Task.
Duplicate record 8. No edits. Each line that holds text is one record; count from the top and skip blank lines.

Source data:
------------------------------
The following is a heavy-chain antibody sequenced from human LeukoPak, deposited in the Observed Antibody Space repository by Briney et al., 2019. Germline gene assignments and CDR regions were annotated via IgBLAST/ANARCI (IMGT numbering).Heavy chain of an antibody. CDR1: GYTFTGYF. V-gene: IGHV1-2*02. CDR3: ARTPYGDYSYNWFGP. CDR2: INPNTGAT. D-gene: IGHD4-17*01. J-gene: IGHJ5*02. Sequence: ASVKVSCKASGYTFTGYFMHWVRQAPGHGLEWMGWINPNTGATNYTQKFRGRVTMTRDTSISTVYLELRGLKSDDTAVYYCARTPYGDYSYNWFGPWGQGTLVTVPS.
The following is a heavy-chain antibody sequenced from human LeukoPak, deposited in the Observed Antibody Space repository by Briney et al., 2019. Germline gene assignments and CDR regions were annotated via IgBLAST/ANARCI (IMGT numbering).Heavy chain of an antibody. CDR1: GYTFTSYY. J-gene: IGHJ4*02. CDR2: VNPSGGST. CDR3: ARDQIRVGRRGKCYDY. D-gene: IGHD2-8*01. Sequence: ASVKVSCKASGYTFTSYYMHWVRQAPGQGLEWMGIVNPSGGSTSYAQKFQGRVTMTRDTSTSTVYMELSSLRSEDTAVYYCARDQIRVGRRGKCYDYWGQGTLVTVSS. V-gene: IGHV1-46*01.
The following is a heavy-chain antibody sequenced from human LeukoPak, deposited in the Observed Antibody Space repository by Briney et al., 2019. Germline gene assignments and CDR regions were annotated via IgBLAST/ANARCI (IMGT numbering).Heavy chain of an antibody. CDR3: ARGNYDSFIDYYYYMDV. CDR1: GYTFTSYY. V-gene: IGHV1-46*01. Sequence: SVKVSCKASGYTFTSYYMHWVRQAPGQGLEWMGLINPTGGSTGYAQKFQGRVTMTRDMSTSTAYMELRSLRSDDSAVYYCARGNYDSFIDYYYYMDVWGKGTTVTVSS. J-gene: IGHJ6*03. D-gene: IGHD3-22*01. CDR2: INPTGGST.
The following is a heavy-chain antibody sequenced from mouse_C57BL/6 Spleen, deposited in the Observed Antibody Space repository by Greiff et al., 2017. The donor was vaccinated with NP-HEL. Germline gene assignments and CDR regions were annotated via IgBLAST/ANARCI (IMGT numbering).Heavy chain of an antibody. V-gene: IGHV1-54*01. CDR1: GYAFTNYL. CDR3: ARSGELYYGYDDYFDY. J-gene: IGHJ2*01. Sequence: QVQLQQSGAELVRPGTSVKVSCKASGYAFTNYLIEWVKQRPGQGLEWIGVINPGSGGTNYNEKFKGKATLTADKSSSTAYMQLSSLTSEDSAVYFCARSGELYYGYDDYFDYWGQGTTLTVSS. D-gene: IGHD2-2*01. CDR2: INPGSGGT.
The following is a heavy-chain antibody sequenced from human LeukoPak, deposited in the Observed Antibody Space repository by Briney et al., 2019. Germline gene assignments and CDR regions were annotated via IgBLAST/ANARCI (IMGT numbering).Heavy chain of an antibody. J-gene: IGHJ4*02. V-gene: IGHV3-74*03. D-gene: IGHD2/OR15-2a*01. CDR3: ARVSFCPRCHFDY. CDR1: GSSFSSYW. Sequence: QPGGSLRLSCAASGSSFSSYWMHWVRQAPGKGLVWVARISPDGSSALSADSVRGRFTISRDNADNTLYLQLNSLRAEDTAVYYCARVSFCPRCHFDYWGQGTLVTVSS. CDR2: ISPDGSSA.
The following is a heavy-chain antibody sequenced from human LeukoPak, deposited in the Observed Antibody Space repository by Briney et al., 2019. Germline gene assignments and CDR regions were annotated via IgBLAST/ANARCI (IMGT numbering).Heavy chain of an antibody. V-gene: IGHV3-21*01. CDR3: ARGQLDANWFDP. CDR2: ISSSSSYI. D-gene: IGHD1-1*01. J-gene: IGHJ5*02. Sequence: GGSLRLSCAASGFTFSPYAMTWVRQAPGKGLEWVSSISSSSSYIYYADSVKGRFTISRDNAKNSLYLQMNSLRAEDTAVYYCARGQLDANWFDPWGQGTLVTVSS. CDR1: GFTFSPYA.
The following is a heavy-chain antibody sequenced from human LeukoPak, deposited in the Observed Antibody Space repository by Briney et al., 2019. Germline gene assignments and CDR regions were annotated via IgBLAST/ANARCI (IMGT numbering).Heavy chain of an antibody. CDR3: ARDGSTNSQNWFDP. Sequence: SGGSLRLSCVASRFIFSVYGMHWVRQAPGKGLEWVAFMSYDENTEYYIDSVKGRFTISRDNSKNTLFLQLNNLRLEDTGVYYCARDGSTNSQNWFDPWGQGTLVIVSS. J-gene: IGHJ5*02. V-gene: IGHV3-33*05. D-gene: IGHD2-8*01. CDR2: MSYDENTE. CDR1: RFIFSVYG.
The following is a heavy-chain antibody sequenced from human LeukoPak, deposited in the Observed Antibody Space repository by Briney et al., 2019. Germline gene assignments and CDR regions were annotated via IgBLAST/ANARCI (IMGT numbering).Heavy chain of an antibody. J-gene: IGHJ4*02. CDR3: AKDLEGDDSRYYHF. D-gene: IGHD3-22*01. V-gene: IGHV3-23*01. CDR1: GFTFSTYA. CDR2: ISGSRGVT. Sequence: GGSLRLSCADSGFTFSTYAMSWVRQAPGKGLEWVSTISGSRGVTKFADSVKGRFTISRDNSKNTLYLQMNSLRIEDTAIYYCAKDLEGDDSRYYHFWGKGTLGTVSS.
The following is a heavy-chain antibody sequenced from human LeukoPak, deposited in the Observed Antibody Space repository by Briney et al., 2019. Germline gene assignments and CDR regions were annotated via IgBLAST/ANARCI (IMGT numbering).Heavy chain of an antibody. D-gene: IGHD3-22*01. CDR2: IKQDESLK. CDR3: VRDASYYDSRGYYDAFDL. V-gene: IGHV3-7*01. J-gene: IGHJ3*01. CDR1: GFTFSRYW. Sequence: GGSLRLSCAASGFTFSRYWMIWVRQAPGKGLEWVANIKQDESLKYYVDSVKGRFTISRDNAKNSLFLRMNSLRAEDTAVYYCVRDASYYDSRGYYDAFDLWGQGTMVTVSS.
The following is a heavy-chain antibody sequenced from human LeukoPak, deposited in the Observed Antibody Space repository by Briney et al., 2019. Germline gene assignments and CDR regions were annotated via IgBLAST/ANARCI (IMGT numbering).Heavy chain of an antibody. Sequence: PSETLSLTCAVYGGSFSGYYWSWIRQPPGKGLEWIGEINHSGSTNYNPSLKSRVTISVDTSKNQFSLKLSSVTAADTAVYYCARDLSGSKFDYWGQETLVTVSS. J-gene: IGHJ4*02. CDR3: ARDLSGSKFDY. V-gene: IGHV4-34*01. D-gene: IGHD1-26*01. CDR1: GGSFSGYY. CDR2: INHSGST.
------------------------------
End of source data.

The following is a heavy-chain antibody sequenced from human LeukoPak, deposited in the Observed Antibody Space repository by Briney et al., 2019. Germline gene assignments and CDR regions were annotated via IgBLAST/ANARCI (IMGT numbering).Heavy chain of an antibody. J-gene: IGHJ4*02. CDR3: AKDLEGDDSRYYHF. D-gene: IGHD3-22*01. V-gene: IGHV3-23*01. CDR1: GFTFSTYA. CDR2: ISGSRGVT. Sequence: GGSLRLSCADSGFTFSTYAMSWVRQAPGKGLEWVSTISGSRGVTKFADSVKGRFTISRDNSKNTLYLQMNSLRIEDTAIYYCAKDLEGDDSRYYHFWGKGTLGTVSS.